I’m working on Ethiopian food when time permits. The problem I am running into is that, unlike Italian cuisine, I can’t walk into the local grocery store and pick the spices and ingredients needed in order to do certain dishes. This means either scouring the little Ethiopian stores in the Central District here in Seattle, special ordering ingredients over the internet, or making my own from scratch.
Berbere is a melange of spices, sort of a cross between a spicy paprika and a curry, yet even this explanation doesn’t do it justice. It’s one of those spices that you have to take part of before you can go “Oh yeah! That’s berbere!”
Berbere is a red pepper spice, as peppers are a staple in Ethiopia and it should come as no surprise that they use it as such. They use it in both Berbere and a paste called awaze. Berbere is used in w’ets and stews and should be considered a regular part of a pantry if one is to cook Ethiopian on a regular basis.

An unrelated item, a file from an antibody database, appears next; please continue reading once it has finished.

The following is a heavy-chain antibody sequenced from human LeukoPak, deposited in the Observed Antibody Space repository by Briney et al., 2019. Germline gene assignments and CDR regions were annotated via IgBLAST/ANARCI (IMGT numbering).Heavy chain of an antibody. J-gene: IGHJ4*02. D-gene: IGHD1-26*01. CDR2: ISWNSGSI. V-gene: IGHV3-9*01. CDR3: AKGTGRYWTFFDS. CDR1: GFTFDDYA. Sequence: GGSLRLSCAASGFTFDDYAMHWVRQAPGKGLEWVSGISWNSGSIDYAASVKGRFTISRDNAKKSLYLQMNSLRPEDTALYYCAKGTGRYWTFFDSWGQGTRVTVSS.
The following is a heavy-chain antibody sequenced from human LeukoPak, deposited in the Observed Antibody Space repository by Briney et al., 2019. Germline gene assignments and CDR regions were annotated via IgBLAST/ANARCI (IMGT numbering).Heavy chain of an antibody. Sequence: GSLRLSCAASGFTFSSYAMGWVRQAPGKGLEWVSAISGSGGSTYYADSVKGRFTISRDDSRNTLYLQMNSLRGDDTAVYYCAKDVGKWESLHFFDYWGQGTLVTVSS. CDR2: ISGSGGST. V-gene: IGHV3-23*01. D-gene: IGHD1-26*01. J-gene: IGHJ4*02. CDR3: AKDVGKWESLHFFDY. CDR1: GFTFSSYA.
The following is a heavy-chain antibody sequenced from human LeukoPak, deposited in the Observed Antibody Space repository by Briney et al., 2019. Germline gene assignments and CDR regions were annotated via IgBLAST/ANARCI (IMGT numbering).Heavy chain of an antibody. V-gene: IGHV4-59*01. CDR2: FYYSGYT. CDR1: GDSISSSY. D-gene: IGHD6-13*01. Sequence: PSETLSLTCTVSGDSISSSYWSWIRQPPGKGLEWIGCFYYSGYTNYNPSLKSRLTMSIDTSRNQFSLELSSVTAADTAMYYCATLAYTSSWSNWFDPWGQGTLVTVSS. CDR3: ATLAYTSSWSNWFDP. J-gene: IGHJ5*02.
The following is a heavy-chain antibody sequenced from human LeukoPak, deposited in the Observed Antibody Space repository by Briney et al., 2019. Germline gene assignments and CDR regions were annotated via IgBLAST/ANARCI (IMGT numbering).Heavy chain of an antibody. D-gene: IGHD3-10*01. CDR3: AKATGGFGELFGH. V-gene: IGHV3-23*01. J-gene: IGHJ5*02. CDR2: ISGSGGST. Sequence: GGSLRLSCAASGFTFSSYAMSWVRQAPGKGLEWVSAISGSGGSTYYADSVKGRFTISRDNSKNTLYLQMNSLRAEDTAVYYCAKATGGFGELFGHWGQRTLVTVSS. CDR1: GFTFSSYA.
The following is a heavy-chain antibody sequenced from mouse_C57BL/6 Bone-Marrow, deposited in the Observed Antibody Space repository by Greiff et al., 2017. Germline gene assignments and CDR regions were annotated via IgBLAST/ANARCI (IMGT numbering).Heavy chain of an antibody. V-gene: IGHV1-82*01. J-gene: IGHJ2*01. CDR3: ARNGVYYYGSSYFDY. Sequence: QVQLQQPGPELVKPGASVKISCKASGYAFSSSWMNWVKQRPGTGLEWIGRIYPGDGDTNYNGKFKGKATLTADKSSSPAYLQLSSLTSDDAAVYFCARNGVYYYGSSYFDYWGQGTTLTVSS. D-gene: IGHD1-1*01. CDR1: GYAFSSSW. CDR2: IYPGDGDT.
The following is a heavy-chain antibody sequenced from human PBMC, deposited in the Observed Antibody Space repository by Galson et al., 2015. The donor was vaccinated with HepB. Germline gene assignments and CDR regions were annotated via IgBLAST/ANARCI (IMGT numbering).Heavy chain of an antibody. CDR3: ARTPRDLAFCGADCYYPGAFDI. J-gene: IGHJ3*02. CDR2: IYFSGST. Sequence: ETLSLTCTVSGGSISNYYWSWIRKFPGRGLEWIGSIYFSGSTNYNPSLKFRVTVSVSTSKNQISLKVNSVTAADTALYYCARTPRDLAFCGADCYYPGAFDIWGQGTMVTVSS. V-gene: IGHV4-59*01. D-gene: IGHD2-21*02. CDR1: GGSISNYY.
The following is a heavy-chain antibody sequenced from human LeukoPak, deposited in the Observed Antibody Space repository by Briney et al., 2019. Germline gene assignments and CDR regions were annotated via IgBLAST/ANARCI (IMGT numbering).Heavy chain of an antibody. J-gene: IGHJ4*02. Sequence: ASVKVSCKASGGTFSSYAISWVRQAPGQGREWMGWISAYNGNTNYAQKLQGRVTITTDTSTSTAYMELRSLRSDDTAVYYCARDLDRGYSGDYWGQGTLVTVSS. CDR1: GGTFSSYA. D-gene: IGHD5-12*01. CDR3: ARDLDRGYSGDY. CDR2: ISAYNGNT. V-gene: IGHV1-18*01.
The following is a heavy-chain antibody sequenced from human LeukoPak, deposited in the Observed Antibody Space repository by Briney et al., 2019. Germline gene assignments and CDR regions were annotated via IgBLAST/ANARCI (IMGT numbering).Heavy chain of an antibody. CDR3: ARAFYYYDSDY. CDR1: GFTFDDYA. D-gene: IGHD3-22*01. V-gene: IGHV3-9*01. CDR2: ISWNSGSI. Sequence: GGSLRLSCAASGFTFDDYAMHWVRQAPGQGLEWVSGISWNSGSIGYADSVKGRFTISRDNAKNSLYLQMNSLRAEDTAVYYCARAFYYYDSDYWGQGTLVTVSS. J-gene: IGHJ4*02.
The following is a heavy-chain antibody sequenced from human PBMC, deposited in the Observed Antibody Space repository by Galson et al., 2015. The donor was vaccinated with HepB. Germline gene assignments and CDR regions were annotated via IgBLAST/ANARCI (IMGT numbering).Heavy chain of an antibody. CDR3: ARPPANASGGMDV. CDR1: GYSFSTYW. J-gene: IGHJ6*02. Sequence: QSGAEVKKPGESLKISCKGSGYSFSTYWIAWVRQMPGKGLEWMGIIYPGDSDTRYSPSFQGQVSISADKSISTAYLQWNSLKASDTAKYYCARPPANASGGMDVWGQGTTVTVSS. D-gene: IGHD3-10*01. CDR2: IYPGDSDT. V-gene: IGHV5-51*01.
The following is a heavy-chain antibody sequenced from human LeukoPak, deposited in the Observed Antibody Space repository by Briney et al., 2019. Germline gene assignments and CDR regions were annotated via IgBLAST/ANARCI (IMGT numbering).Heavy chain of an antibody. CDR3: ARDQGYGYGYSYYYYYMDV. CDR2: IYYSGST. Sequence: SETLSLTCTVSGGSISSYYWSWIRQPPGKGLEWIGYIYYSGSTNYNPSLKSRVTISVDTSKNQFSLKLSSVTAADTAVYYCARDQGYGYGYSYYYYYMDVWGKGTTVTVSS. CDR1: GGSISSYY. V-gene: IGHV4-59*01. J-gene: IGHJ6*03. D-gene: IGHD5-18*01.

Its taste is something that is new to me. Certainly the spiciness of the peppers is present, but when I compared it to a curry, I wasn’t simply being pithy. Cardamom, cinnamon, and cloves were clearly present in the sample that I had tasted. My presumption is that berbere is similar to curry in that there is no one standard recipe for the spice, but hundreds.
Now for the bad news: If you can’t find berbere, you’ll have to make it. Luckily for me, I was able to find some here in Seattle. I won’t publish the recipe for berbere here, as my standard on this site is to try to only post recipes that I have tried. But I do have a traditional recipe in my collection, and if you want it, I can e-mail it to you.